Marketers have been locked into a system that may not effectively measure the impact of all forms of advertising.
When you buy a product like shampoo online, chances are advertisers are analysing your emails and Google searches to see what form of advertising you saw last before making the purchase.
But did that recent email from Priceline prompt you to buy shampoo, or was it really a catalogue you saw a week ago?
New research from Monash Business School questions how advertisers are measuring the effectiveness of their ads for online shopping purchases. And it says the basis on which they do it, is all wrong.
“At the moment if a consumer buys a new toy online, Google can look at the search patterns that consumer has had over the last few days or whether they’ve had any emails from a store such as Kmart,” says Head of the Department of Marketing, Professor Peter Danaher.
“They use a method called ‘last touchpoint attribution’; that is, the purchase is attributed to the very last touchpoint. So, if the consumer last opened an email about toys, the email gets the credit. If they last did a Google search on toys before making the purchase, Google does.”
The advertising industry has used this method for around the last five years because they want to know which ads can get credit for being effective. It also has the benefit of being very simple.
The problem is, however, that it ignores the effectiveness of certain types of advertising and the ‘carry-over effect’ – or how long consumers remember an ad for.
“Research shows that mail catalogues are a very effective form of advertising and the effect of such an ad may last for a few weeks,” says Professor Danaher.
Yet the attribution method ignores this fact. It also ignores that more than one type of ad can spark a purchase.
“The attribution method is really biased in favour of media that comes more often such as email,” he says.
“It means email gets a lot of attribution which is misleading to advertisers.”
Future media allocation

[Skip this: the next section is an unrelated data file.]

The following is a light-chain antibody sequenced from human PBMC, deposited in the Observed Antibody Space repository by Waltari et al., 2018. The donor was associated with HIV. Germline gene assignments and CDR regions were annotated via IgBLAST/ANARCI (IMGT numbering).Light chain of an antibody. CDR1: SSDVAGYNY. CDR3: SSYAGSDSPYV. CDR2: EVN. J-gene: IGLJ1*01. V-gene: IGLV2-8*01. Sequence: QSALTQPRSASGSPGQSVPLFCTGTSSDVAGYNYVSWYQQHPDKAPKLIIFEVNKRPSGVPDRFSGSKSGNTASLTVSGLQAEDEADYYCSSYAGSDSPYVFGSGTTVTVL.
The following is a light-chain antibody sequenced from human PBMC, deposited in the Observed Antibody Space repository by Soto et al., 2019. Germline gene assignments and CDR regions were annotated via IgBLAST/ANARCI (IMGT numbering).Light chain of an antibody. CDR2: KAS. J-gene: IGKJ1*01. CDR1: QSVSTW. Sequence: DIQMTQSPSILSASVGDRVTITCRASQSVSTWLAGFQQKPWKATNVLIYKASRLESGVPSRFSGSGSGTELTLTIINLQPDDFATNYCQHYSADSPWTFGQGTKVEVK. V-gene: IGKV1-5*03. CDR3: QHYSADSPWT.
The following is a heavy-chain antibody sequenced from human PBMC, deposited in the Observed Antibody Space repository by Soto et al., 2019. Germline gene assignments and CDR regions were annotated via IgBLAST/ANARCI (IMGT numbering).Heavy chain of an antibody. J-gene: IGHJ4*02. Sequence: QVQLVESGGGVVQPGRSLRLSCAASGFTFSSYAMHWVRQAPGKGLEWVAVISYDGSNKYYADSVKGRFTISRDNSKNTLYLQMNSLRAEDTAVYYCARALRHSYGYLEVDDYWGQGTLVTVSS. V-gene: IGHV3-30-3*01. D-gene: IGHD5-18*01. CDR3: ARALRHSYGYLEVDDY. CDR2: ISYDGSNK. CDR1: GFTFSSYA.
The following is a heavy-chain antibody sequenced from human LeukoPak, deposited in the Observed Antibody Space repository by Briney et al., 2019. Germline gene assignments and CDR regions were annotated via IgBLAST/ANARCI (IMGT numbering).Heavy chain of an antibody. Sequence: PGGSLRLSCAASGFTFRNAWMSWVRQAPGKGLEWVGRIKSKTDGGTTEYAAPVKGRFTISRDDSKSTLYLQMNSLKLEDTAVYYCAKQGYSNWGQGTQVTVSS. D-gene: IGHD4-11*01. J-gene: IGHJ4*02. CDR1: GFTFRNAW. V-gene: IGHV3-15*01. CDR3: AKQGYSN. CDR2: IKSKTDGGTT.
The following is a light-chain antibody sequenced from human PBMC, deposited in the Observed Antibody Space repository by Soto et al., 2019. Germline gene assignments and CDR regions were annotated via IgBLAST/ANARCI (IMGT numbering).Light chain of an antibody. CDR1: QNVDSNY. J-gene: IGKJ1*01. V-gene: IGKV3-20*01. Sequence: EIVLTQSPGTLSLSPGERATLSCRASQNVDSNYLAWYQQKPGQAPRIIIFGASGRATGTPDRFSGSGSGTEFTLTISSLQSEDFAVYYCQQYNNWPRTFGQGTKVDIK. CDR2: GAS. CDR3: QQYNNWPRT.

And the problem is compounded because this data often informs where money is spent on which kind of advertisements.
“There is a temptation in this kind of modelling to use attribution percentages as the basis for future media allocation,” says Professor Danaher.
“Attribution is an inherently descriptive approach capturing how much of a role each medium has played in driving (past) purchases,” he says. “However, this does not mean that attribution should be used for allocating a budget across media to maximize profit.”
For example, if 80 per cent of all purchases of face cream is attributed to emails and 20 per cent to magazines and both forms of advertising cost the same.
It would be wrong to spend four times as much on email face cream ads as magazines – because attribution creates the illusion that the number of times a person has been exposed to the type of ad means it is very effective and should receive more investment.
Professor Danaher argues that instead allocation decisions should be made using formal profit optimisation.
This method takes into account the cost of a method of advertising when allocating budget to it and it also links the incremental impact of different types of advertising on the actual purchase outcome.
“Even if there is a zero purchase probability effect of a medium, attribution methods that are based on counting the number of exposures prior to making a purchase will attribute a significant portion of the purchase to that medium,” he says.
It gives skewed information to advertisers and favours emails which have the benefits of being cheap and come out at 10 or 12 times the rate of catalogues – a much more expensive form of advertising that is mailed perhaps once a month.
More than one type of advertising
It can also imply that television and magazine advertisements are useless, which Professor Danaher says, the research shows this is far from the case. It also favours Google searches, which works very well for Google which has an incentive to sell the attribution method.
“What we propose is a more econometrically sound method,” says Professor Danaher.
“Everyone in academic circles sees the last touchpoint attribution method as flawed but we argue that the concept itself is wrong.”
His new method takes into account more than one type of advertising that may lead to a purchase and the incremental contribution each form takes. It also takes into account the carry-over effect, or how long the effectiveness of a particular form of advertising may last.